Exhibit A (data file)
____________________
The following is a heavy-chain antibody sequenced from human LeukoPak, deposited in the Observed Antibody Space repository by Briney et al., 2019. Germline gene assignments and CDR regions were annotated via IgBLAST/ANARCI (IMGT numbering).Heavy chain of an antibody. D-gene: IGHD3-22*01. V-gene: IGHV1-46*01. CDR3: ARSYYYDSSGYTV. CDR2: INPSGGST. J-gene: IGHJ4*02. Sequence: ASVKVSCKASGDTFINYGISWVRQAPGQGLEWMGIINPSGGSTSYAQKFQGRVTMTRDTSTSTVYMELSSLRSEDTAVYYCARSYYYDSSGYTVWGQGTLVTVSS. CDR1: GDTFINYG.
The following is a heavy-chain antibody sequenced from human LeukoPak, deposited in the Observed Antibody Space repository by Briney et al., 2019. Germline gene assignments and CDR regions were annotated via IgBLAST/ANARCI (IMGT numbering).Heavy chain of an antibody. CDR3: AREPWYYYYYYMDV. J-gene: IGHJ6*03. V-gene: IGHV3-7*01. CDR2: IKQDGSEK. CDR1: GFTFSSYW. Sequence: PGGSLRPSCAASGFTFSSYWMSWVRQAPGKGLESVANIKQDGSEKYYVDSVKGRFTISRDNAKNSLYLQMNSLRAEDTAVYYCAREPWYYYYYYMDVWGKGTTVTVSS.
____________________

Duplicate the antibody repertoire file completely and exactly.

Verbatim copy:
The following is a heavy-chain antibody sequenced from human LeukoPak, deposited in the Observed Antibody Space repository by Briney et al., 2019. Germline gene assignments and CDR regions were annotated via IgBLAST/ANARCI (IMGT numbering).Heavy chain of an antibody. D-gene: IGHD3-22*01. V-gene: IGHV1-46*01. CDR3: ARSYYYDSSGYTV. CDR2: INPSGGST. J-gene: IGHJ4*02. Sequence: ASVKVSCKASGDTFINYGISWVRQAPGQGLEWMGIINPSGGSTSYAQKFQGRVTMTRDTSTSTVYMELSSLRSEDTAVYYCARSYYYDSSGYTVWGQGTLVTVSS. CDR1: GDTFINYG.
The following is a heavy-chain antibody sequenced from human LeukoPak, deposited in the Observed Antibody Space repository by Briney et al., 2019. Germline gene assignments and CDR regions were annotated via IgBLAST/ANARCI (IMGT numbering).Heavy chain of an antibody. CDR3: AREPWYYYYYYMDV. J-gene: IGHJ6*03. V-gene: IGHV3-7*01. CDR2: IKQDGSEK. CDR1: GFTFSSYW. Sequence: PGGSLRPSCAASGFTFSSYWMSWVRQAPGKGLESVANIKQDGSEKYYVDSVKGRFTISRDNAKNSLYLQMNSLRAEDTAVYYCAREPWYYYYYYMDVWGKGTTVTVSS.